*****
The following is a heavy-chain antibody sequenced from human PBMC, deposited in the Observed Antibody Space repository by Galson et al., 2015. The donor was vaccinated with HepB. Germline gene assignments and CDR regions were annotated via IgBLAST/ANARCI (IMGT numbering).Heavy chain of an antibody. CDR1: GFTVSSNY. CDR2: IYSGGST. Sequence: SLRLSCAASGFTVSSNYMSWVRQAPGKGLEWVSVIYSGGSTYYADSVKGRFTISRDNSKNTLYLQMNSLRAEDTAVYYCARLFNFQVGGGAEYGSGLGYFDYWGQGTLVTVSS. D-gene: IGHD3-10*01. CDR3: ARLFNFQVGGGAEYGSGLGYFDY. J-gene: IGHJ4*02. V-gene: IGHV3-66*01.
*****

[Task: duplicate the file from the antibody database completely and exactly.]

The following is a heavy-chain antibody sequenced from human PBMC, deposited in the Observed Antibody Space repository by Galson et al., 2015. The donor was vaccinated with HepB. Germline gene assignments and CDR regions were annotated via IgBLAST/ANARCI (IMGT numbering).Heavy chain of an antibody. CDR1: GFTVSSNY. CDR2: IYSGGST. Sequence: SLRLSCAASGFTVSSNYMSWVRQAPGKGLEWVSVIYSGGSTYYADSVKGRFTISRDNSKNTLYLQMNSLRAEDTAVYYCARLFNFQVGGGAEYGSGLGYFDYWGQGTLVTVSS. D-gene: IGHD3-10*01. CDR3: ARLFNFQVGGGAEYGSGLGYFDY. J-gene: IGHJ4*02. V-gene: IGHV3-66*01.